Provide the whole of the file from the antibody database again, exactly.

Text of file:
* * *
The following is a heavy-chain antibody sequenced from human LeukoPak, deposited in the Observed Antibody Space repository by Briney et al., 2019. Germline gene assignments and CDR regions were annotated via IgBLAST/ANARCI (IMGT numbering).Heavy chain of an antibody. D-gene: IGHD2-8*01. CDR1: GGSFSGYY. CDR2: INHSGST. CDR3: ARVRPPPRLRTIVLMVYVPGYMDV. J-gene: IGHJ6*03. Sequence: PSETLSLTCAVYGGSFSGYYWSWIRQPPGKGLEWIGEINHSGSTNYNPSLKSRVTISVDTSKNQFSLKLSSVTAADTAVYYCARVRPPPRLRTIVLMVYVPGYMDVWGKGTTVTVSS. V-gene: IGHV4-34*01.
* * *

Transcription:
The following is a heavy-chain antibody sequenced from human LeukoPak, deposited in the Observed Antibody Space repository by Briney et al., 2019. Germline gene assignments and CDR regions were annotated via IgBLAST/ANARCI (IMGT numbering).Heavy chain of an antibody. D-gene: IGHD2-8*01. CDR1: GGSFSGYY. CDR2: INHSGST. CDR3: ARVRPPPRLRTIVLMVYVPGYMDV. J-gene: IGHJ6*03. Sequence: PSETLSLTCAVYGGSFSGYYWSWIRQPPGKGLEWIGEINHSGSTNYNPSLKSRVTISVDTSKNQFSLKLSSVTAADTAVYYCARVRPPPRLRTIVLMVYVPGYMDVWGKGTTVTVSS. V-gene: IGHV4-34*01.